The Last Word

13.01.16

We must accept the need for a digital railway

Source: RTM Dec/Jan 16

Alistair Gordon, chief executive of Keolis UK and chair of the Rail Delivery Group’s technology and operations working group, makes the case for investment in a digital railway.

The UK’s 19th-century rail infrastructure is reaching the limits of its capacity, following years of unprecedented growth in passenger numbers. Even during the depths of the recent economic recession, we were witnesses to annual growth of 6%. 

All customer surveys point to capacity as the number one issue for rail users and it provides the biggest challenge for both operators and Network Rail as infrastructure maintainers. 

And so, with the growth in passenger numbers showing no sign of slowing down any time soon, we need to think of a solution that will have a long-term impact on the pressing issue of capacity. 

Some of the solutions mooted – double-decker trains, more carriages or additional tracks leading into major stations – can and will only ever provide short-term respite. And they all come at significant cost and impact to performance on the existing infrastructure. 

Optimising what we already have 

However, we do already have a solution that we need to shout about and prepare the ground for. Despite the age of our railway network its capacity is far from being fully optimised, with antiquated signalling systems and a lack of automation significantly hampering its potential to deal with passenger growth. 

The solution is the digital railway, which in a nutshell replaces all of the current cumbersome and sometimes fragile signalling and control systems with modern in-cab signalling fitments and traffic management integrated into custom-built rail operating centres. This approach uses the approved European Rail Traffic Management System (ERTMS), which is being deployed in many European countries. 

So, this is not new technology. Indeed, digital signalling is already making a big impact on the London Underground, increasing the number of trains per hour on the Victoria Line from 28 to 34 and has grown capacity on its sub-surface network by 30%. It will also be active on both Thameslink and Crossrail.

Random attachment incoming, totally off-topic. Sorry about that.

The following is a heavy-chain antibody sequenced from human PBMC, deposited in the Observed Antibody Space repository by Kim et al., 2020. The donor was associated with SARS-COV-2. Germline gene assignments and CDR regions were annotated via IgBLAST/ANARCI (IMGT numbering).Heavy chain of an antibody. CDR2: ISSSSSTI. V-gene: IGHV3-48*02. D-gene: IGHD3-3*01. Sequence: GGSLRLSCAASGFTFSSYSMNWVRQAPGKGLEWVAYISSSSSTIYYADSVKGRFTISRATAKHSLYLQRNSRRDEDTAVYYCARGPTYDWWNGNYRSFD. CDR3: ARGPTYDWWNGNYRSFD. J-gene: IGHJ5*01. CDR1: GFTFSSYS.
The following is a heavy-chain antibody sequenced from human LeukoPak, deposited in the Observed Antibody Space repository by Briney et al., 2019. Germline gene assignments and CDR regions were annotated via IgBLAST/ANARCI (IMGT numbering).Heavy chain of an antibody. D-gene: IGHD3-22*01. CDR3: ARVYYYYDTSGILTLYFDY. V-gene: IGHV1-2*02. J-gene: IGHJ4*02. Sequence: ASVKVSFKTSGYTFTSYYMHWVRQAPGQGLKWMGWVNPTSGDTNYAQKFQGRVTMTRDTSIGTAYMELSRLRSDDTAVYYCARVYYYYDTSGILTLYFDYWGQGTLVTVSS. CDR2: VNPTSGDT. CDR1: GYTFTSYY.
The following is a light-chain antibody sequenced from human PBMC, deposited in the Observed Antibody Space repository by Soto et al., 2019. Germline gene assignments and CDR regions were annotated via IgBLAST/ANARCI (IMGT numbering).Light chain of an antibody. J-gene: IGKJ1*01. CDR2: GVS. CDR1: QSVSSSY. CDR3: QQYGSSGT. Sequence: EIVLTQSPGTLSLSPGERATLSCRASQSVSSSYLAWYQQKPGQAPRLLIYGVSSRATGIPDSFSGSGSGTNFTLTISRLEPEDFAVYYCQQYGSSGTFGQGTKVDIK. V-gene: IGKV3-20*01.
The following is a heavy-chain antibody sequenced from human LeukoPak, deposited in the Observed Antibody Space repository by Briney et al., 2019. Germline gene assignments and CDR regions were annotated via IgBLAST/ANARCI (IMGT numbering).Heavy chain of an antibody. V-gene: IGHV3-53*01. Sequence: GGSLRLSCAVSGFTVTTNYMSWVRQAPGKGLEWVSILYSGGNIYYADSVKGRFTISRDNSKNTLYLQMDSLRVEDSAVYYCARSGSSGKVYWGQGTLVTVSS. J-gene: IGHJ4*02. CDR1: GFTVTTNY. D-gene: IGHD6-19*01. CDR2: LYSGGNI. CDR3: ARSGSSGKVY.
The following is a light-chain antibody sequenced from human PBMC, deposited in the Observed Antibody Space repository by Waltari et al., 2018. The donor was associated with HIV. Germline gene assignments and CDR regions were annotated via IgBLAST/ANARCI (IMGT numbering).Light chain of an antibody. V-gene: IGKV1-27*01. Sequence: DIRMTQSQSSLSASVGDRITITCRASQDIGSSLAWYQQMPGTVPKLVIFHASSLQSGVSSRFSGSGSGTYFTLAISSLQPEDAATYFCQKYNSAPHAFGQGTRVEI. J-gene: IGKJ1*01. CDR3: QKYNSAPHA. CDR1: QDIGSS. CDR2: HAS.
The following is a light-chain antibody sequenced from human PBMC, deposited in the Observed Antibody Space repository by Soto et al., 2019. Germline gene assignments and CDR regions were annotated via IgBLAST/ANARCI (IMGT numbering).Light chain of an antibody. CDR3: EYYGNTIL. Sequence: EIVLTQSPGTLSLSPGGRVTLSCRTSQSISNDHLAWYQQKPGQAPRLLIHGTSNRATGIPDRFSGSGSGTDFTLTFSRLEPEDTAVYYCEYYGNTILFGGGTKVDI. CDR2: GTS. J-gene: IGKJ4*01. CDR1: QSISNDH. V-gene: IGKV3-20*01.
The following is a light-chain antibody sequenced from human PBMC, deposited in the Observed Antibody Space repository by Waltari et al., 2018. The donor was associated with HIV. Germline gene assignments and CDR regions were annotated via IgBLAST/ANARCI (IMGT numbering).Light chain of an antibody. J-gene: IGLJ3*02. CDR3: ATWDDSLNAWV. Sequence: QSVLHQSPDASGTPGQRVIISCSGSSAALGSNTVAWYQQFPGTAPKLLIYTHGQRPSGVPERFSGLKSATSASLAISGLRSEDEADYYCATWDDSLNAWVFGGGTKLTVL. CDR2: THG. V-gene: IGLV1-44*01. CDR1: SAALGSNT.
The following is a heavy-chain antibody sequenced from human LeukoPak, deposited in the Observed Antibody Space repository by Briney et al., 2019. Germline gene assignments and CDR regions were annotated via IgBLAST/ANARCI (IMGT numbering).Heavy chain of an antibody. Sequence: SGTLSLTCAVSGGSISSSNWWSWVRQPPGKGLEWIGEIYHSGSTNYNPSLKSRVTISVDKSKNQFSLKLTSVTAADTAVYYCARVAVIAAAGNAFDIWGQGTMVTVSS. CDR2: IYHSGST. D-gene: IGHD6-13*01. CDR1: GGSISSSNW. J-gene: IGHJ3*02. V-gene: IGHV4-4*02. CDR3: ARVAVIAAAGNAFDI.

Unclogging bottlenecks 

The potential benefits of digital signalling can be applied to one of the major bottlenecks the network faces today – the urgent need to increase capacity in London’s South West Corridor into Waterloo station. The current proposals (building a fifth track) will come at huge cost and disruption and requires 10km of land and track. The digital solution, however, would create 11 additional paths per hour into Waterloo without the need for extended major disruption.

The digital railway will ultimately be safer and, with fewer track assets to maintain, would also be cheaper. It would also be more reliable, as evidence shows digital networks provide an average 10% reduction in delays. 

Network Rail and a highly engaged cross-industry steering group is already overseeing a project to implement a digital revolution here in the UK. In addition to pilots in Wales and the Hertford Loop, nine other routes from across the country are having business cases prepared. 

Challenges 

While a digital railway is both a more effective and easier to attain longer-term solution, it is not without difficulty. Significant capital investment will be needed to build new control centres and to retrofit existing rolling stock. This will all have to be considered within the context of the current austerity pressures the country faces. 

Allowing for increased passenger numbers will also place additional strain on the network’s stations infrastructure. Much like with new high-speed networks, there should be complementary investment into better transport integration to create a hub-and-spoke offering at key stations. 

Most significantly, it will be a huge change project, because it fundamentally revolutionises the way things have been done in this country for the last 40 years. This would demand a transformation of procedures, protocols and training. And it will necessitate a massive collaboration effort from right across the industry.